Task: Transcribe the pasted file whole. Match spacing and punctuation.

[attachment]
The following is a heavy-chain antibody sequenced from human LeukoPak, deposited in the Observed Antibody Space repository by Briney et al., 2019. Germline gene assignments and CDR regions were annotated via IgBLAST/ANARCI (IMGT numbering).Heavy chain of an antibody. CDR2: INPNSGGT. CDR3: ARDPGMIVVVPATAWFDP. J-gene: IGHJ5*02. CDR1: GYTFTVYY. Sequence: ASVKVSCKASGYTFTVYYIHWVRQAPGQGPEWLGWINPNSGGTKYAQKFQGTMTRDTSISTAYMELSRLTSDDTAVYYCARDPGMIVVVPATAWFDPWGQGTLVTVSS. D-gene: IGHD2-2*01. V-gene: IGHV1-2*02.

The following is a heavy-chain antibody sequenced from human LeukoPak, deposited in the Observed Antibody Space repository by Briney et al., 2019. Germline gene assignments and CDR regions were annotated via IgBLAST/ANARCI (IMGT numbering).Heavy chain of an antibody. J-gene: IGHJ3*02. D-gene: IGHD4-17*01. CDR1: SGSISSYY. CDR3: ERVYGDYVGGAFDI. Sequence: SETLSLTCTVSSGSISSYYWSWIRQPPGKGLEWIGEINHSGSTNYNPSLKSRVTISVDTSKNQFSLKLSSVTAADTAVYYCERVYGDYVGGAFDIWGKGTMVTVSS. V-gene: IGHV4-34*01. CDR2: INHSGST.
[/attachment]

The following is a heavy-chain antibody sequenced from human LeukoPak, deposited in the Observed Antibody Space repository by Briney et al., 2019. Germline gene assignments and CDR regions were annotated via IgBLAST/ANARCI (IMGT numbering).Heavy chain of an antibody. CDR2: INPNSGGT. CDR3: ARDPGMIVVVPATAWFDP. J-gene: IGHJ5*02. CDR1: GYTFTVYY. Sequence: ASVKVSCKASGYTFTVYYIHWVRQAPGQGPEWLGWINPNSGGTKYAQKFQGTMTRDTSISTAYMELSRLTSDDTAVYYCARDPGMIVVVPATAWFDPWGQGTLVTVSS. D-gene: IGHD2-2*01. V-gene: IGHV1-2*02.

The following is a heavy-chain antibody sequenced from human LeukoPak, deposited in the Observed Antibody Space repository by Briney et al., 2019. Germline gene assignments and CDR regions were annotated via IgBLAST/ANARCI (IMGT numbering).Heavy chain of an antibody. J-gene: IGHJ3*02. D-gene: IGHD4-17*01. CDR1: SGSISSYY. CDR3: ERVYGDYVGGAFDI. Sequence: SETLSLTCTVSSGSISSYYWSWIRQPPGKGLEWIGEINHSGSTNYNPSLKSRVTISVDTSKNQFSLKLSSVTAADTAVYYCERVYGDYVGGAFDIWGKGTMVTVSS. V-gene: IGHV4-34*01. CDR2: INHSGST.